Senedd set to vote on Welsh Government Budget
Rebecca Evans, the Welsh Government’s Finance Minister, has said protecting public services and the most vulnerable has been put front and centre of the Welsh Government’s Budget.
Her comments come ahead of a debate in the Senedd on the 2023-24 Final Budget later today.
Key Budget allocations include £227m extra for local government, an additional £165m for the NHS, and a support package for businesses worth £460m over two years.
The Senedd will also debate the Local Government Settlement and the Welsh Rates of Income Tax.
The Welsh Government has ruled out raising tax at present as so many people are struggling with inflation and higher energy bills.
“Protecting public services is front and centre of our Budget. Our local government investment supports schools, social care and the various crucial services delivered by councils, while our investment in the NHS reflects our commitment to address the ongoing pressures on the health service,” Rebecca Evans said.
“We also know many people are struggling to make ends meet, which is why this Budget prioritises protecting the most vulnerable. We’ve made extra investment in the Discretionary Assistance Fund which provides emergency support to people facing financial distress and continue to support schemes that put money back in people’s pockets such as Free School Meals.
“We have been able to make these spending commitments despite the financial pressures we face. We have also been able to make them without raising income tax, meaning people already struggling to make ends meet will not face an additional tax burden on top of the other financial pressures so many households are facing.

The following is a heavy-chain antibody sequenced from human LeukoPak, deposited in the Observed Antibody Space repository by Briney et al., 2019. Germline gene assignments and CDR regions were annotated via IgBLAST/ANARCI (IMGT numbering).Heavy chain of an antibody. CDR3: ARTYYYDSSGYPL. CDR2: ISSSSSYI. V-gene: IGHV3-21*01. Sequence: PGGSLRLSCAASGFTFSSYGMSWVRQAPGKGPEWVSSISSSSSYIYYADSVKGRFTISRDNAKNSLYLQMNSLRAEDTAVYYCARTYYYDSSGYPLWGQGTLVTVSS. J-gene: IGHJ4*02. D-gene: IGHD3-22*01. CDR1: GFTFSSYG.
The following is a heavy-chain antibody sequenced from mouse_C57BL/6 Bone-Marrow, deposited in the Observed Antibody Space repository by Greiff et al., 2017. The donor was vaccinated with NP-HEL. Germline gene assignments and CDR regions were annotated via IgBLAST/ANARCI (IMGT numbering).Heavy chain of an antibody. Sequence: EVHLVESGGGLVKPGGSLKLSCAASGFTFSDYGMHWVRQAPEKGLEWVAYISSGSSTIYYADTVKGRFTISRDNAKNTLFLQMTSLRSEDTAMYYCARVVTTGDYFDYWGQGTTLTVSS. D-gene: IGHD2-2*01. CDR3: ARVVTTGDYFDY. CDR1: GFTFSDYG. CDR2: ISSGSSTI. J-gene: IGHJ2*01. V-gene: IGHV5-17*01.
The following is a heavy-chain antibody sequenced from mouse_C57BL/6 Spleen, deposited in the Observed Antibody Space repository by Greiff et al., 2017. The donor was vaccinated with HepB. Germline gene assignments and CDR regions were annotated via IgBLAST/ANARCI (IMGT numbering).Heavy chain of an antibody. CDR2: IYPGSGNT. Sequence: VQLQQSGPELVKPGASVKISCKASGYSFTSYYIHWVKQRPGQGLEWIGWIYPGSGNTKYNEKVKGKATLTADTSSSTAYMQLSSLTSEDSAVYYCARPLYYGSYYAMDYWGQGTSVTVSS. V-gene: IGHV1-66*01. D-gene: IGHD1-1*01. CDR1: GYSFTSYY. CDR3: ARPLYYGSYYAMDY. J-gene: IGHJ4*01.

“This is a Budget to protect public services and the most vulnerable, and I look forward to the debate in the Senedd later today.”
The Budget has been delivered in the context of significant financial pressures, with inflation reducing the value of the Welsh Government’s 2023-24 Budget by up to £1bn, and the UK Government’s post-EU funding reductions leading to more than a £1.1bn funding shortfall between 2021 and 2025.
On Wednesday 15th March the Chancellor is due to unveil the Spring Budget.
“In next week’s Spring Budget we want to see a reprioritisation of funding towards people who need help the most,” the minister added.
“While energy companies post record profits, energy bills will be increasing from April and people continue to face incredibly difficult choices over essentials. The UK Government must review its Windfall Tax to close any loopholes and use the additional resources available as a result of the cost of its energy price support being less than first thought to maintain the Energy Price Guarantee at £2500 from April.
“The way in which funding works across the United Kingdom means it is the UK Government which has the levers to take the most significant action on NHS funding, public sector pay and cost of living support. I have made this case to the Chancellor ahead of next week’s Budget and continue to stress the need for investment.”
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